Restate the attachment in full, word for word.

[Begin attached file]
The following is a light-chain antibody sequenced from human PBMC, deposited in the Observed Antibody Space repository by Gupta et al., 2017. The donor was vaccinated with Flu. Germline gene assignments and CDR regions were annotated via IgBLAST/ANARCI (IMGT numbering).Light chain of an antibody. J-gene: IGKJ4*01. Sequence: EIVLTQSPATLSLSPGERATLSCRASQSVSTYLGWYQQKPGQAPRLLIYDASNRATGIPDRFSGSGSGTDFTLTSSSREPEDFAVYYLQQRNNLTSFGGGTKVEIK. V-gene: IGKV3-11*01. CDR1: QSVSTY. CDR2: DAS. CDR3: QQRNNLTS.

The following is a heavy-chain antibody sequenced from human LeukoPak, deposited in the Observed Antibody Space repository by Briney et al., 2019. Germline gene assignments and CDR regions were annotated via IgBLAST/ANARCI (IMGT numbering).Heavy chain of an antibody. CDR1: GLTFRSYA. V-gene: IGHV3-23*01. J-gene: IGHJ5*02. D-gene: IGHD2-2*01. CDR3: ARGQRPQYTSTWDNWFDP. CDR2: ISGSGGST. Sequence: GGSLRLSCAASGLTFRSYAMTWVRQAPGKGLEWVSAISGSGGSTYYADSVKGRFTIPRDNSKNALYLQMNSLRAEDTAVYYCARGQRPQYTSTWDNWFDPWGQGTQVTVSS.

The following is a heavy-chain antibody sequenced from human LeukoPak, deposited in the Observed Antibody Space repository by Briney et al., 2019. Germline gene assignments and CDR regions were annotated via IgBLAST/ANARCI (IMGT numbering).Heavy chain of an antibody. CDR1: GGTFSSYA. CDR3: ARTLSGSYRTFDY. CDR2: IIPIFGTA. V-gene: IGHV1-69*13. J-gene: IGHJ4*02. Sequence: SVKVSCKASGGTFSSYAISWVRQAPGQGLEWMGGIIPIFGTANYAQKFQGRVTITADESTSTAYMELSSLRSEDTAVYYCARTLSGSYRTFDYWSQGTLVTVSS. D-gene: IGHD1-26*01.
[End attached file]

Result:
The following is a light-chain antibody sequenced from human PBMC, deposited in the Observed Antibody Space repository by Gupta et al., 2017. The donor was vaccinated with Flu. Germline gene assignments and CDR regions were annotated via IgBLAST/ANARCI (IMGT numbering).Light chain of an antibody. J-gene: IGKJ4*01. Sequence: EIVLTQSPATLSLSPGERATLSCRASQSVSTYLGWYQQKPGQAPRLLIYDASNRATGIPDRFSGSGSGTDFTLTSSSREPEDFAVYYLQQRNNLTSFGGGTKVEIK. V-gene: IGKV3-11*01. CDR1: QSVSTY. CDR2: DAS. CDR3: QQRNNLTS.

The following is a heavy-chain antibody sequenced from human LeukoPak, deposited in the Observed Antibody Space repository by Briney et al., 2019. Germline gene assignments and CDR regions were annotated via IgBLAST/ANARCI (IMGT numbering).Heavy chain of an antibody. CDR1: GLTFRSYA. V-gene: IGHV3-23*01. J-gene: IGHJ5*02. D-gene: IGHD2-2*01. CDR3: ARGQRPQYTSTWDNWFDP. CDR2: ISGSGGST. Sequence: GGSLRLSCAASGLTFRSYAMTWVRQAPGKGLEWVSAISGSGGSTYYADSVKGRFTIPRDNSKNALYLQMNSLRAEDTAVYYCARGQRPQYTSTWDNWFDPWGQGTQVTVSS.

The following is a heavy-chain antibody sequenced from human LeukoPak, deposited in the Observed Antibody Space repository by Briney et al., 2019. Germline gene assignments and CDR regions were annotated via IgBLAST/ANARCI (IMGT numbering).Heavy chain of an antibody. CDR1: GGTFSSYA. CDR3: ARTLSGSYRTFDY. CDR2: IIPIFGTA. V-gene: IGHV1-69*13. J-gene: IGHJ4*02. Sequence: SVKVSCKASGGTFSSYAISWVRQAPGQGLEWMGGIIPIFGTANYAQKFQGRVTITADESTSTAYMELSSLRSEDTAVYYCARTLSGSYRTFDYWSQGTLVTVSS. D-gene: IGHD1-26*01.